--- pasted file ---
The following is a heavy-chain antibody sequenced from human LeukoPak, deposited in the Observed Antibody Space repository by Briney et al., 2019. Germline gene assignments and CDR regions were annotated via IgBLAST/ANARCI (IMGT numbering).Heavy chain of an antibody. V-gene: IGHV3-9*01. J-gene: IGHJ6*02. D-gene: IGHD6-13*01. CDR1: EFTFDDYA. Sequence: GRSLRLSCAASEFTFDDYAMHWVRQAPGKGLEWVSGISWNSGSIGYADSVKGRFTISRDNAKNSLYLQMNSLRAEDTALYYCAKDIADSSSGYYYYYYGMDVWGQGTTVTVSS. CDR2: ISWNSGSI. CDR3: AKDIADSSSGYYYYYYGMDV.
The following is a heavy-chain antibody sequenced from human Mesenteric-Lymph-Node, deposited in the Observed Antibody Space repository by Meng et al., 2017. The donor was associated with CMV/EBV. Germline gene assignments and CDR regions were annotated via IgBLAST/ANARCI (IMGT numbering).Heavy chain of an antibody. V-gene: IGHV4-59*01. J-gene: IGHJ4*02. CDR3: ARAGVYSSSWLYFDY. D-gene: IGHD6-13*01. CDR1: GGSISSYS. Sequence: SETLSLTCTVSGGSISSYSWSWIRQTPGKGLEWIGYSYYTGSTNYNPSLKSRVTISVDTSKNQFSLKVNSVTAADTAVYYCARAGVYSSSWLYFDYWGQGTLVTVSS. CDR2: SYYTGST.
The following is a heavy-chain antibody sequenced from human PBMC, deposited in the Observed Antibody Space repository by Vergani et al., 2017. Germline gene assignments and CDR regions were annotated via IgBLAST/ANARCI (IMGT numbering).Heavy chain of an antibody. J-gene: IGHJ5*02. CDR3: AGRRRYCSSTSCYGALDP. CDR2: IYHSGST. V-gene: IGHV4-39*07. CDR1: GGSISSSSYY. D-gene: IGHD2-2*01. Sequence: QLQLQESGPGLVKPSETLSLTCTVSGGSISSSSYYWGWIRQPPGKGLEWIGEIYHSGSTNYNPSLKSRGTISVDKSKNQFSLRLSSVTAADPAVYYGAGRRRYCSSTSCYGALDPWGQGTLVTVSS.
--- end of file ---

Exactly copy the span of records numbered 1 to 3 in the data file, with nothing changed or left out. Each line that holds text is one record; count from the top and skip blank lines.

The following is a heavy-chain antibody sequenced from human LeukoPak, deposited in the Observed Antibody Space repository by Briney et al., 2019. Germline gene assignments and CDR regions were annotated via IgBLAST/ANARCI (IMGT numbering).Heavy chain of an antibody. V-gene: IGHV3-9*01. J-gene: IGHJ6*02. D-gene: IGHD6-13*01. CDR1: EFTFDDYA. Sequence: GRSLRLSCAASEFTFDDYAMHWVRQAPGKGLEWVSGISWNSGSIGYADSVKGRFTISRDNAKNSLYLQMNSLRAEDTALYYCAKDIADSSSGYYYYYYGMDVWGQGTTVTVSS. CDR2: ISWNSGSI. CDR3: AKDIADSSSGYYYYYYGMDV.
The following is a heavy-chain antibody sequenced from human Mesenteric-Lymph-Node, deposited in the Observed Antibody Space repository by Meng et al., 2017. The donor was associated with CMV/EBV. Germline gene assignments and CDR regions were annotated via IgBLAST/ANARCI (IMGT numbering).Heavy chain of an antibody. V-gene: IGHV4-59*01. J-gene: IGHJ4*02. CDR3: ARAGVYSSSWLYFDY. D-gene: IGHD6-13*01. CDR1: GGSISSYS. Sequence: SETLSLTCTVSGGSISSYSWSWIRQTPGKGLEWIGYSYYTGSTNYNPSLKSRVTISVDTSKNQFSLKVNSVTAADTAVYYCARAGVYSSSWLYFDYWGQGTLVTVSS. CDR2: SYYTGST.
The following is a heavy-chain antibody sequenced from human PBMC, deposited in the Observed Antibody Space repository by Vergani et al., 2017. Germline gene assignments and CDR regions were annotated via IgBLAST/ANARCI (IMGT numbering).Heavy chain of an antibody. J-gene: IGHJ5*02. CDR3: AGRRRYCSSTSCYGALDP. CDR2: IYHSGST. V-gene: IGHV4-39*07. CDR1: GGSISSSSYY. D-gene: IGHD2-2*01. Sequence: QLQLQESGPGLVKPSETLSLTCTVSGGSISSSSYYWGWIRQPPGKGLEWIGEIYHSGSTNYNPSLKSRGTISVDKSKNQFSLRLSSVTAADPAVYYGAGRRRYCSSTSCYGALDPWGQGTLVTVSS.